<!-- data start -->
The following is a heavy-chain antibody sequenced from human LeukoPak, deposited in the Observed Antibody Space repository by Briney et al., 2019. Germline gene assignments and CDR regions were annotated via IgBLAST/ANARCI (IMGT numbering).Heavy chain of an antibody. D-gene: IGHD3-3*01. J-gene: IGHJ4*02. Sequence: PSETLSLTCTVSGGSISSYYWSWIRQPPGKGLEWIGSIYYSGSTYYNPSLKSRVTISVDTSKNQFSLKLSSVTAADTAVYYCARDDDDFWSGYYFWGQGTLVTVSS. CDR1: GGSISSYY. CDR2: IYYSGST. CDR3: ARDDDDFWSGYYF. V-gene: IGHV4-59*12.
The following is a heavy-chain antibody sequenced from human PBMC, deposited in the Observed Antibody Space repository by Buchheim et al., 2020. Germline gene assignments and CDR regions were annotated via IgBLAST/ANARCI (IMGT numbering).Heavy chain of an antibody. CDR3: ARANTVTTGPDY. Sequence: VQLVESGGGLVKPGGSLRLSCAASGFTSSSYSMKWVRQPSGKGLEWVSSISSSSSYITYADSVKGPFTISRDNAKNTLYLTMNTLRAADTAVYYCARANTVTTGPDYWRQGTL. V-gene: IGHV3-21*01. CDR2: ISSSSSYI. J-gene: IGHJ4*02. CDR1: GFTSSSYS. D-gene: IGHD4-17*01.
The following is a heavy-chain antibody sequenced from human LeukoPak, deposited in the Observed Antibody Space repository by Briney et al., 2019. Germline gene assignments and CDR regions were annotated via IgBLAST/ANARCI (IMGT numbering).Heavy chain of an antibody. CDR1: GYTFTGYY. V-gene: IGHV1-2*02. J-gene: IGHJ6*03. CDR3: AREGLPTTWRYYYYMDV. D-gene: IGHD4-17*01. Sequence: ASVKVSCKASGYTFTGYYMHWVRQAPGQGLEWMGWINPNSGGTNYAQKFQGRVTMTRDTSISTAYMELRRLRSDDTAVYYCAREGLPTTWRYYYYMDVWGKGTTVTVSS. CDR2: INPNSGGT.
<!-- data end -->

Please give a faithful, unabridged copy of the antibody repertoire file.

The following is a heavy-chain antibody sequenced from human LeukoPak, deposited in the Observed Antibody Space repository by Briney et al., 2019. Germline gene assignments and CDR regions were annotated via IgBLAST/ANARCI (IMGT numbering).Heavy chain of an antibody. D-gene: IGHD3-3*01. J-gene: IGHJ4*02. Sequence: PSETLSLTCTVSGGSISSYYWSWIRQPPGKGLEWIGSIYYSGSTYYNPSLKSRVTISVDTSKNQFSLKLSSVTAADTAVYYCARDDDDFWSGYYFWGQGTLVTVSS. CDR1: GGSISSYY. CDR2: IYYSGST. CDR3: ARDDDDFWSGYYF. V-gene: IGHV4-59*12.
The following is a heavy-chain antibody sequenced from human PBMC, deposited in the Observed Antibody Space repository by Buchheim et al., 2020. Germline gene assignments and CDR regions were annotated via IgBLAST/ANARCI (IMGT numbering).Heavy chain of an antibody. CDR3: ARANTVTTGPDY. Sequence: VQLVESGGGLVKPGGSLRLSCAASGFTSSSYSMKWVRQPSGKGLEWVSSISSSSSYITYADSVKGPFTISRDNAKNTLYLTMNTLRAADTAVYYCARANTVTTGPDYWRQGTL. V-gene: IGHV3-21*01. CDR2: ISSSSSYI. J-gene: IGHJ4*02. CDR1: GFTSSSYS. D-gene: IGHD4-17*01.
The following is a heavy-chain antibody sequenced from human LeukoPak, deposited in the Observed Antibody Space repository by Briney et al., 2019. Germline gene assignments and CDR regions were annotated via IgBLAST/ANARCI (IMGT numbering).Heavy chain of an antibody. CDR1: GYTFTGYY. V-gene: IGHV1-2*02. J-gene: IGHJ6*03. CDR3: AREGLPTTWRYYYYMDV. D-gene: IGHD4-17*01. Sequence: ASVKVSCKASGYTFTGYYMHWVRQAPGQGLEWMGWINPNSGGTNYAQKFQGRVTMTRDTSISTAYMELRRLRSDDTAVYYCAREGLPTTWRYYYYMDVWGKGTTVTVSS. CDR2: INPNSGGT.